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Casper J. Erkelens; A dual visual–local feedback model of the vergence eye movement system. Journal of Vision 2011;11(10):21. doi: 10.1167/11.10.21.
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© ARVO (1962-2015); The Authors (2016-present)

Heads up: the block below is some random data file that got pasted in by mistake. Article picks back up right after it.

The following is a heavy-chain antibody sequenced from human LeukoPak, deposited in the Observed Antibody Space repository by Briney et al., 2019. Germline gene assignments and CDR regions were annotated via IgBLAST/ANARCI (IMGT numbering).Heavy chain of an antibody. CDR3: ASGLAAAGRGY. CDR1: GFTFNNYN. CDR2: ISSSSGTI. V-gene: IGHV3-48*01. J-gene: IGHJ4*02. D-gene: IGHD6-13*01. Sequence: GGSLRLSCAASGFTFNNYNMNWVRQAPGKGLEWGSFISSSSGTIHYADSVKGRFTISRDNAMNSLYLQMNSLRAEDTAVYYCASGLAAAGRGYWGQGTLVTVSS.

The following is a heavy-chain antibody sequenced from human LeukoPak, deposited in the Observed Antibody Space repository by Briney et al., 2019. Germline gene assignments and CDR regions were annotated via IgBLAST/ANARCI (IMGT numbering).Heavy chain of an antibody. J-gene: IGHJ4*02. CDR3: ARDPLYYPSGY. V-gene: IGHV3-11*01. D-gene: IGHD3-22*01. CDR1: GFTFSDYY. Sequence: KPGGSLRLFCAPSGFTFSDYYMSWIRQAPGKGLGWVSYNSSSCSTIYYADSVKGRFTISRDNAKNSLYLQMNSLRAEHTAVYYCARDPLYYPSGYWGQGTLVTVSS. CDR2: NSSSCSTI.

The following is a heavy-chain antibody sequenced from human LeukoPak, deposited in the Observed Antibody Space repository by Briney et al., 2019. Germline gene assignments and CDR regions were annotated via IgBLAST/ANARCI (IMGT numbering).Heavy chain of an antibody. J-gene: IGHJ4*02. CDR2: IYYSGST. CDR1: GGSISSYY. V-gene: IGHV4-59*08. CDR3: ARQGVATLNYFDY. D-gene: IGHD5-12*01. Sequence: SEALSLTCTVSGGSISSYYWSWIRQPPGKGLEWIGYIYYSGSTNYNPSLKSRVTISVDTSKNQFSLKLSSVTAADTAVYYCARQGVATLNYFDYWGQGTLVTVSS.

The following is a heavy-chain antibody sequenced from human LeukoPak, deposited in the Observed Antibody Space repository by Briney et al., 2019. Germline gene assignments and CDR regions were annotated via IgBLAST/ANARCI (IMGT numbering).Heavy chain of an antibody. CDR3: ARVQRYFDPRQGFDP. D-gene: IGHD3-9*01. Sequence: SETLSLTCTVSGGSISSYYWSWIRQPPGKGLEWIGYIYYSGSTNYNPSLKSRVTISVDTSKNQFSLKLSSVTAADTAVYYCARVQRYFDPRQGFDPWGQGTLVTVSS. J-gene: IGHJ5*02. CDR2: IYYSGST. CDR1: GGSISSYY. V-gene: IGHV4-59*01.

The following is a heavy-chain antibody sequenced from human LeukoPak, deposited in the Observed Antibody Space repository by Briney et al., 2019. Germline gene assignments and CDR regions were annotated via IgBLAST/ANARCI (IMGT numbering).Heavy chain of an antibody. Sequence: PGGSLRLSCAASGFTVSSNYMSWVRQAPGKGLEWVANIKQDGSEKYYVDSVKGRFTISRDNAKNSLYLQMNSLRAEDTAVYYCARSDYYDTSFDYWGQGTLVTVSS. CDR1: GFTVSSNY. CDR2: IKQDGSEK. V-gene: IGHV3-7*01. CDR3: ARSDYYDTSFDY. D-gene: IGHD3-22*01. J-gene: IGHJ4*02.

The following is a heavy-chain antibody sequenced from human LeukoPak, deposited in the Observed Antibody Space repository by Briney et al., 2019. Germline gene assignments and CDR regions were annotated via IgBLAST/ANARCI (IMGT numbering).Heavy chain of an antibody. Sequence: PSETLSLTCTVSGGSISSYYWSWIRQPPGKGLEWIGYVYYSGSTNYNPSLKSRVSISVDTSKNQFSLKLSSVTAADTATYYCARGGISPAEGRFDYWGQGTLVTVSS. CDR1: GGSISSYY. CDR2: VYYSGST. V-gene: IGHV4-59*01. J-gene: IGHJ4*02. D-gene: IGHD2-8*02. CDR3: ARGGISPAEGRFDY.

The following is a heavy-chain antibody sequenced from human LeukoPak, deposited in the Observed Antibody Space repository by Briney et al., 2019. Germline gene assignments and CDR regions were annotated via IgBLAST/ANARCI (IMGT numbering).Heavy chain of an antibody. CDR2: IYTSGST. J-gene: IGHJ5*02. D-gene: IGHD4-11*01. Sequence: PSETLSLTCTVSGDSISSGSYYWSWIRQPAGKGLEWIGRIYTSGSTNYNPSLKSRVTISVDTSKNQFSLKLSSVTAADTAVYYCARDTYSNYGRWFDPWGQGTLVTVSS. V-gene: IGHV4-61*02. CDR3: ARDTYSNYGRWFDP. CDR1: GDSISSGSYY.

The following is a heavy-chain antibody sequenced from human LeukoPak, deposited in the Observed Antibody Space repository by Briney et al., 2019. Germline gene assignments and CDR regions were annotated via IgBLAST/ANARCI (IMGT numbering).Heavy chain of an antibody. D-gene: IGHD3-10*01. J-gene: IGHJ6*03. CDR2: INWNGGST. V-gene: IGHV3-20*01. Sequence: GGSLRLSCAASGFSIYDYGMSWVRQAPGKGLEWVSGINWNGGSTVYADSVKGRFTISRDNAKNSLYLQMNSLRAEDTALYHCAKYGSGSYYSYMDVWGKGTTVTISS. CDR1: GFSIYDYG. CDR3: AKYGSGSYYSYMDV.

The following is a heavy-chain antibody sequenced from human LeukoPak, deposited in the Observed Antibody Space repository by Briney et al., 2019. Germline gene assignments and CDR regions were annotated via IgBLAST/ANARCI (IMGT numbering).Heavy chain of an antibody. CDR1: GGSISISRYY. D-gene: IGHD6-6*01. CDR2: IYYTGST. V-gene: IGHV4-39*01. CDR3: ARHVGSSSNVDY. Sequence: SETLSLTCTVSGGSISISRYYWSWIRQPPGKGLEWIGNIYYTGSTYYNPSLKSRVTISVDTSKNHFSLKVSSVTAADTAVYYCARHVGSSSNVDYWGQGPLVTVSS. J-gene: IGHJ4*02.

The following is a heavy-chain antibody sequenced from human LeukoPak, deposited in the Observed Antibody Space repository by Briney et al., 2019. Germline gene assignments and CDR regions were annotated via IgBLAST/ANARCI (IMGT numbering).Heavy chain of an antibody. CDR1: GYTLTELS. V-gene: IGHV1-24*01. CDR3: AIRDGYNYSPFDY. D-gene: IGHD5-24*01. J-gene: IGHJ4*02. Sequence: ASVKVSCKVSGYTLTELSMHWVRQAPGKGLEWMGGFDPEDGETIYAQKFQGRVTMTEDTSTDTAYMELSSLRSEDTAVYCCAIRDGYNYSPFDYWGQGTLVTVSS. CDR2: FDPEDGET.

Pure vergence movements are the eye movements that we make when we change our binocular fixation between targets differing in distance but not in direction relative to the head. Pure vergence is slow and controlled by visual feedback. Saccades are the rapid eye movements that we make between targets differing in direction. Saccades are extremely fast and controlled by a local, non-visual feedback loop. Usually, we change our fixation between targets that differ in both distance and direction. Then, vergence eye movements are combined with saccades. A number of models have been proposed to explain the dynamics of saccade-related vergence movements. The models have in common that visual input is ignored for the duration of the responses. This type of control is realistic for saccades but not for vergence. Here, I present computations performed to investigate if a model using dual visual and local feedback can replace the current models. Simulations and stability analysis lead to a model that computes an estimate of target vergence instead of retinal disparity and uses this signal as the main drive. Further analysis shows that the model describes the dynamics of pure vergence responses over the full physiological range, saccade-related vergence movements, and vergence adaptation. The structure of the model leads to new hypotheses about the control of vergence.
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